On my first day of Kindergarten I turned around and walked back home.
Maybe if I’d have gotten that first hug from her like all the other five-year-olds entering those scary halls of learning at Tillicum Elementary School I’d have stayed but she never got the opportunity.
She’d get her chance though.
When I fell off the slide during Kindergarten recess and broke my collarbone she was there and I got that squeeze. Gently. And she dried my tears.
Chocolate milk, reading us stories till we went to sleep at nap time, of course the slide, the ever-present smile – truly everything I needed to know I learned in her Kindergarten.
When I graduated from high school she had me and all my classmates of her Kindergarteners-turned-young-
For every new Kindergarten class in the fall and every graduation class in the spring it was the same.
Whether you were with trepidation being released from your mother’s embrace to encounter hers down at the very end of the hall – ‘it’s the last room on the right’ – to which you slowly, fearfully shuffled that very first time over those polished red-tile floors, to the last time – the time when she threw a party just for you and those graduating with you, some to go off to college, some to the Vietnam War, everyone to somewhere in this big, big world – she never forgot you.
It helped having the same birthday.
She and I were both born on the same day in May. Though of course separated by many years of life’s experiences, in fact we were distanced geographically by only a couple of blocks. She lived just down the street and so at least once a year over many, many years, we’d have opportunity to exchange birthday greetings as our annual reminder crept up on the calendar.
Not only did we share the same birthday but we shared a final memory – in the same Tillicum Elementary, on the same polished red-tile floors of the same hallway that leads to the same Kindergarten classroom – ‘it’s the last one on the right’ – down which my grandson travelled last year to learn from his kindergarten teacher Ruth Jones the same things I learned – what everyone learns – when they have a teacher like those two:
Everything we needed to know.
So awestruck were Jacob’s classmates that such a picture was to be taken that they lined up as quiet as well-schooled kindergartners can be to witness the momentous occasion.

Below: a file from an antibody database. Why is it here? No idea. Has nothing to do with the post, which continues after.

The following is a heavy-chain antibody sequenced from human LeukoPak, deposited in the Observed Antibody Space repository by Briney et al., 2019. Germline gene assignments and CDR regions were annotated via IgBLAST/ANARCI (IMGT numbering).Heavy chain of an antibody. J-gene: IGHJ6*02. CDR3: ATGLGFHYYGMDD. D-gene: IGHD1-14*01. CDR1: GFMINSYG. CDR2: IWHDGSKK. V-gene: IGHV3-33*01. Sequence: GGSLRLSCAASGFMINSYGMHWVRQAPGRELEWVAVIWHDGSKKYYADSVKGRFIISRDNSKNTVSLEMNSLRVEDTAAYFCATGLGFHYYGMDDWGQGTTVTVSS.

On the same polished red-tiled floors.
Perhaps it goes without saying, but nevertheless it must be rhetorically asked – especially so in Miss Luella’s example: is not the great object of education to inspire the student by way of the passionate teacher’s opening of the window to the world and, in that glimpse of possibilities, help them see what they could be; that their momentary unintelligible scribbles will one day have great significance; and that the journey of discovery begins now?
How our story ends depends most critically on how it begins.
With Luella Johnson.
Who has graduated: May 27, 1918 – March 21, 2014.
Todd Myers says
steve cissell says
Great story about a great lady who touched us all who had the privilege of crossing her path.
Alice Nelson says
I love what the author has said about our “Miss Luella.” My start in all things education began with this extraordinary woman. Although I was to have many years of education, she set the bar, the standard, for teaching excellence. And it wasn’t just that she had a good curriculum. She brought something to her students that is rare and not so easy to define.
She was enthusiastic. She greeted us every single morning with joy and excitement in her voice. This, we knew, would be the day of days. Whether we played hot ball, took naps or ate pancakes that she cooked at her desk, it would be a day teeming with color and excitement.
Funny thing, though. My very first day of Kindergarten in Miss Luella’s classroom didn’t exactly go well. I was seated at the back of the classroom. Near the muddy boots and damp coats. I watched her slowly make her way to each child’s desk, handing out a little red ticket. A magical ticket. A ticket that would give that child free – free! – entry to the Puyallup Fair.
Her trip towards me seemed interminable but get to me she did. But. She was by then empty handed. “I am out of fair tickets,” she said, her voice full of sadness.
Well! I decided then and there that 1. I hated school, 2. that Miss Luella did not like me and 3. I was leaving. Right. Now.
I ran out of the class, down the long, long hall, threw open the double doors and headed for Tillicum Park. Where I soothed myself by playing on the swings, the teeter totter, the slide. This, I knew, was where I belonged.
My mother, frantic, caught up with me and punctuated her anxiety with a few well placed smacks to my behind and the next day I was in class. To experience a joy for learning that would carry me through countless lectures in huge classrooms all over the country.
I love you Miss Luella. You were the best of the best. A star. A rock star amonst all teachers. I look forward to sitting at your knees again, you holding a big storybook, your voice full of wonder as you begin…”Once Upon A Time….”